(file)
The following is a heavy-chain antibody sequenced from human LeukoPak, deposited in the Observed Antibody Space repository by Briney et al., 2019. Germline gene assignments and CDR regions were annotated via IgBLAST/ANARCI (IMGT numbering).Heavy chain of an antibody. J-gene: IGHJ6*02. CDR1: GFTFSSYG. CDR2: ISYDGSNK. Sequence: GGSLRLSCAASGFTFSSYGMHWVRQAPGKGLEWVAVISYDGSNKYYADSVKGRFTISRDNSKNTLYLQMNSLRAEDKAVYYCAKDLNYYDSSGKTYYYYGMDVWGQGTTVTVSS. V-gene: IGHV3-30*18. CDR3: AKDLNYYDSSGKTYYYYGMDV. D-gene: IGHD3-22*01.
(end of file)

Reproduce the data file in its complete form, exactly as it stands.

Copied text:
The following is a heavy-chain antibody sequenced from human LeukoPak, deposited in the Observed Antibody Space repository by Briney et al., 2019. Germline gene assignments and CDR regions were annotated via IgBLAST/ANARCI (IMGT numbering).Heavy chain of an antibody. J-gene: IGHJ6*02. CDR1: GFTFSSYG. CDR2: ISYDGSNK. Sequence: GGSLRLSCAASGFTFSSYGMHWVRQAPGKGLEWVAVISYDGSNKYYADSVKGRFTISRDNSKNTLYLQMNSLRAEDKAVYYCAKDLNYYDSSGKTYYYYGMDVWGQGTTVTVSS. V-gene: IGHV3-30*18. CDR3: AKDLNYYDSSGKTYYYYGMDV. D-gene: IGHD3-22*01.